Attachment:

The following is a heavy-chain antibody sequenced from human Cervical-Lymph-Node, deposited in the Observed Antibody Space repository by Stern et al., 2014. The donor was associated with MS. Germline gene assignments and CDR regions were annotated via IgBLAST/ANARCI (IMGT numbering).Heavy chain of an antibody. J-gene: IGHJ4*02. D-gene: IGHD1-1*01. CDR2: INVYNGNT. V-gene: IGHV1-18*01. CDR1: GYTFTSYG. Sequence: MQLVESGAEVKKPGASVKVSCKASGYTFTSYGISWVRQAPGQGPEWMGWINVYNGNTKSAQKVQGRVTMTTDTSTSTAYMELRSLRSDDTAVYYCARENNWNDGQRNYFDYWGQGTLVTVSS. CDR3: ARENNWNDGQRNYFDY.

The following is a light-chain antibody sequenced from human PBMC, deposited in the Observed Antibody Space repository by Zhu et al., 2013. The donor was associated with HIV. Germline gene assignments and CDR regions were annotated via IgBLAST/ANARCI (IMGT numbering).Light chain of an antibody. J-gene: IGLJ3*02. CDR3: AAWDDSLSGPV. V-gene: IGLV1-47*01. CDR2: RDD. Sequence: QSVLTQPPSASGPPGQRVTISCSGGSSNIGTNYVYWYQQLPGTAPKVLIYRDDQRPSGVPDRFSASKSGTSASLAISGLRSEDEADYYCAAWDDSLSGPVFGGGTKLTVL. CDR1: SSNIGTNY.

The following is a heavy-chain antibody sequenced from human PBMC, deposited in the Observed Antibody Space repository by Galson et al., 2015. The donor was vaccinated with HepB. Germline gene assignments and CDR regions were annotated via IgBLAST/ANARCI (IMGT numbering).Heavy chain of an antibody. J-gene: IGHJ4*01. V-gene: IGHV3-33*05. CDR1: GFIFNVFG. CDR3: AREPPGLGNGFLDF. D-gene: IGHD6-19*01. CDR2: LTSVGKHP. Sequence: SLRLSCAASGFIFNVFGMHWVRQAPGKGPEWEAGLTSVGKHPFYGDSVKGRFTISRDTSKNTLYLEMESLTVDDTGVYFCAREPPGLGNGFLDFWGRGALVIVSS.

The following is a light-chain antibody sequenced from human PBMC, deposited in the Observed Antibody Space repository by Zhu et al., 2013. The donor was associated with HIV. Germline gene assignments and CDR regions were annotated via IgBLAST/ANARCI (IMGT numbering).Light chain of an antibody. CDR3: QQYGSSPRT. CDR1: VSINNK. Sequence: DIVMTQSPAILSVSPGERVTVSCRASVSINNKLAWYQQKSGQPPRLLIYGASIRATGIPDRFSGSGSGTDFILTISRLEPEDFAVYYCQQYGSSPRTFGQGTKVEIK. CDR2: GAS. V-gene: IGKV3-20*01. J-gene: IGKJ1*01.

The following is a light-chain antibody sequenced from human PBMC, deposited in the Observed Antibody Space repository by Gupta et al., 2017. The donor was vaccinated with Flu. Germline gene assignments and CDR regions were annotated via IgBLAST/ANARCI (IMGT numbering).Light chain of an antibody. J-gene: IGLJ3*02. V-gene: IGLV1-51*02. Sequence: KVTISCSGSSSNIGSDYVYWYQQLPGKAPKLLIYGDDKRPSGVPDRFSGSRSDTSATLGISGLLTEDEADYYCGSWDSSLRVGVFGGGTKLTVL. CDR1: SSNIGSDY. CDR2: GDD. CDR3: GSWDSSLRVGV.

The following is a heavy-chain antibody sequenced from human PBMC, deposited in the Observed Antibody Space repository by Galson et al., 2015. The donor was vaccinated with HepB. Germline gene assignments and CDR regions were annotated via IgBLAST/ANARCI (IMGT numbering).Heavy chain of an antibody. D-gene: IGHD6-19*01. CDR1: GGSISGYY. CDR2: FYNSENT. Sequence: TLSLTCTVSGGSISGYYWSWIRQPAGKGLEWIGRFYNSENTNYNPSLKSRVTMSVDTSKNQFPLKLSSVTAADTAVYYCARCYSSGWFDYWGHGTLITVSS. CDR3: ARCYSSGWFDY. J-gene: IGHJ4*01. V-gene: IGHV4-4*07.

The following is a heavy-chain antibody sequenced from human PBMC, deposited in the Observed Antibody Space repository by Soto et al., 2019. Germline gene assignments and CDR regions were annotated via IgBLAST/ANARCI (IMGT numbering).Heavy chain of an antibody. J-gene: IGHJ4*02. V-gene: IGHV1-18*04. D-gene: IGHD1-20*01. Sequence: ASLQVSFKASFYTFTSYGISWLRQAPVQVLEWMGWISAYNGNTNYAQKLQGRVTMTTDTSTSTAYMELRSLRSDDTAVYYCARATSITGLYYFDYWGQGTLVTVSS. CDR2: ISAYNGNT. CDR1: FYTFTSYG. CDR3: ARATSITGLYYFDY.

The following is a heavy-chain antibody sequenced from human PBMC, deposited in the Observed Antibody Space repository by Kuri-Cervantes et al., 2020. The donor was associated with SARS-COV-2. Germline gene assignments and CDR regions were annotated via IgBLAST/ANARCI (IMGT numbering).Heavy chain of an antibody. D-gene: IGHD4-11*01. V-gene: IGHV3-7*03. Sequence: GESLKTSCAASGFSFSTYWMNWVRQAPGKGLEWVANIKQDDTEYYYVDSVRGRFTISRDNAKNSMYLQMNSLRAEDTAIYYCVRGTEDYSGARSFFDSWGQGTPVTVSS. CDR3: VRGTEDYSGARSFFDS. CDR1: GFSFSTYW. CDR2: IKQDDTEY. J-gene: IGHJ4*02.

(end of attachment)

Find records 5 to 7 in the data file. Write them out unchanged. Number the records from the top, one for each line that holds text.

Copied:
The following is a light-chain antibody sequenced from human PBMC, deposited in the Observed Antibody Space repository by Gupta et al., 2017. The donor was vaccinated with Flu. Germline gene assignments and CDR regions were annotated via IgBLAST/ANARCI (IMGT numbering).Light chain of an antibody. J-gene: IGLJ3*02. V-gene: IGLV1-51*02. Sequence: KVTISCSGSSSNIGSDYVYWYQQLPGKAPKLLIYGDDKRPSGVPDRFSGSRSDTSATLGISGLLTEDEADYYCGSWDSSLRVGVFGGGTKLTVL. CDR1: SSNIGSDY. CDR2: GDD. CDR3: GSWDSSLRVGV.

The following is a heavy-chain antibody sequenced from human PBMC, deposited in the Observed Antibody Space repository by Galson et al., 2015. The donor was vaccinated with HepB. Germline gene assignments and CDR regions were annotated via IgBLAST/ANARCI (IMGT numbering).Heavy chain of an antibody. D-gene: IGHD6-19*01. CDR1: GGSISGYY. CDR2: FYNSENT. Sequence: TLSLTCTVSGGSISGYYWSWIRQPAGKGLEWIGRFYNSENTNYNPSLKSRVTMSVDTSKNQFPLKLSSVTAADTAVYYCARCYSSGWFDYWGHGTLITVSS. CDR3: ARCYSSGWFDY. J-gene: IGHJ4*01. V-gene: IGHV4-4*07.

The following is a heavy-chain antibody sequenced from human PBMC, deposited in the Observed Antibody Space repository by Soto et al., 2019. Germline gene assignments and CDR regions were annotated via IgBLAST/ANARCI (IMGT numbering).Heavy chain of an antibody. J-gene: IGHJ4*02. V-gene: IGHV1-18*04. D-gene: IGHD1-20*01. Sequence: ASLQVSFKASFYTFTSYGISWLRQAPVQVLEWMGWISAYNGNTNYAQKLQGRVTMTTDTSTSTAYMELRSLRSDDTAVYYCARATSITGLYYFDYWGQGTLVTVSS. CDR2: ISAYNGNT. CDR1: FYTFTSYG. CDR3: ARATSITGLYYFDY.